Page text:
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Mirage F1, the Final Live Firing Training; Cazaux, November 22, 2013

Campagne de Tir, part 2; Text and Photograph’s by Alex van Noye

During the Campagne de Tir at Cazaux, Mirage F1 aircraft were equipped with some Mk82 unguided bombs and GBU-12 laser-guided bombs. The aircraft would drop these live weapons at practice targets on the Captieux Range. This large shooting range located at a distance of about 100km away from Cazaux.

After the briefing, the pilots walked from the squadron building to the aircraft. For each flight, the pilots will perform together with the ground crew a check of the aircraft. In this case, the checks of the mounted weapons were an important exercise. Not only for pilots, but also for the ground crew is the handling of real weapons a proper and necessary exercise. This training will be performed throughout the whole year; there is a briefing and the aircraft will be armed by specialized mechanics. Mk82 and GBU-12 bombs were mounted on the Mirages during the inspections of this mission. The pilot will fly after take-off in a direct line to the target area, because they fly with a real payload under their wings. During the mission in the practice area, the bombs are dropped according to established procedures which have been trained for many years. There are several young pilots in this group who never dropped live bombs before. Dropping bombs for the first time in their career is a real milestone for these young pilots says Souberbielle. The goal is to be prepared for all types of missions carried out in France and abroad. The pilots are accustomed to a deployment in other countries and they are constantly trained for this.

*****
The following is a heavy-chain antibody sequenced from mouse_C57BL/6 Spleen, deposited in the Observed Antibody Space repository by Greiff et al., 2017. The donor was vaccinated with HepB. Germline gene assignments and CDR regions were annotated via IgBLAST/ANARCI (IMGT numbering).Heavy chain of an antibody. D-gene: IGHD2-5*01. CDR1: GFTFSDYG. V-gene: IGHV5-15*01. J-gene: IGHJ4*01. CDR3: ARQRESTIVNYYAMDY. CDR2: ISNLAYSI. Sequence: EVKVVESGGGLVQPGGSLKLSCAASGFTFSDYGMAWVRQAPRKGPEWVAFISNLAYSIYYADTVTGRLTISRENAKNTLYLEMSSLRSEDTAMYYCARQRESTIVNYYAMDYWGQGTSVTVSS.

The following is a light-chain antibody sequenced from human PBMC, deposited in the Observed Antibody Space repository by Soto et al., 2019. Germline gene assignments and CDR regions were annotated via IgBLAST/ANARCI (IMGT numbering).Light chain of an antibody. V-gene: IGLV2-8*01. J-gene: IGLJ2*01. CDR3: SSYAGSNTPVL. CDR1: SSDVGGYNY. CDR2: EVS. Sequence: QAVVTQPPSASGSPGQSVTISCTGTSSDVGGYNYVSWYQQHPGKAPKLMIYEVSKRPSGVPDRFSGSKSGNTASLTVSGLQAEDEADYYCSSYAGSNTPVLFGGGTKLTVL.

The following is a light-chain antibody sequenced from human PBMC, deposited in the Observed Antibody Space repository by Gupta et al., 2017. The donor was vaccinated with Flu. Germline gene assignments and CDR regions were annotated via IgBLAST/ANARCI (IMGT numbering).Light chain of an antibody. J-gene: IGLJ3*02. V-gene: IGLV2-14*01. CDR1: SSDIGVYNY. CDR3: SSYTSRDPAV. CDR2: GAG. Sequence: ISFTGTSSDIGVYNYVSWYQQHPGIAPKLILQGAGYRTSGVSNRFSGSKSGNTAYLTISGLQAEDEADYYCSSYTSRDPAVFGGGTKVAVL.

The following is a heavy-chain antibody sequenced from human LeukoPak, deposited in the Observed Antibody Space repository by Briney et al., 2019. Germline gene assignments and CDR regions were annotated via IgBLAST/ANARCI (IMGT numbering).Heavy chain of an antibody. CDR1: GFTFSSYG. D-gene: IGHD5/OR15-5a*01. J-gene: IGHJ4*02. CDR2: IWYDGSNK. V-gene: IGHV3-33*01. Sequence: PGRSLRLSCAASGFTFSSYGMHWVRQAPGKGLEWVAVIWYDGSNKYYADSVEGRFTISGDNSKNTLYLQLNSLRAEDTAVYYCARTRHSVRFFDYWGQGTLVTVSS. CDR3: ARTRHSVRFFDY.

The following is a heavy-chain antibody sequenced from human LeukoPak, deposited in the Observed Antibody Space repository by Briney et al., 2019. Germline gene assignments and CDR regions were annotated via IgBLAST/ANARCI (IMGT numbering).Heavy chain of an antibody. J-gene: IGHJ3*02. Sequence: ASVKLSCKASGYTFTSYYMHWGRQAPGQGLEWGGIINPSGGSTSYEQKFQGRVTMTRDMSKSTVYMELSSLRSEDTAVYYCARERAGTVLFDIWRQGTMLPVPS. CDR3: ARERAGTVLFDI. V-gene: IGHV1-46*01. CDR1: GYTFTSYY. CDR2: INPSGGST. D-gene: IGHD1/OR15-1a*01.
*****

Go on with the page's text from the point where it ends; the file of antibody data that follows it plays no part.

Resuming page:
Captain Damien explains various tactics; he has 1500 flying hours on his name. The F1 pilots use the loft technique to drop the unguided bombs during this training. When lofting the bomb, the bomb will be hurled with a bow to the target over a long distance. The Mirage will fly at low altitude with a high approaching speed towards the target. Once the goal is clear, the pilot will pull the stick and the aircraft will climb at an angle of almost 45 degrees. The bomb will be released from the airplane as soon as the target designator on the HUD of the aircraft crosses the target. The bomb will fall because of the speed and the climb angle of the aircraft with a bow towards the target. The major advantage of this technique is the aircraft stays further away from its targets. The aircraft will stay in many cases outside the range of the anti-aircraft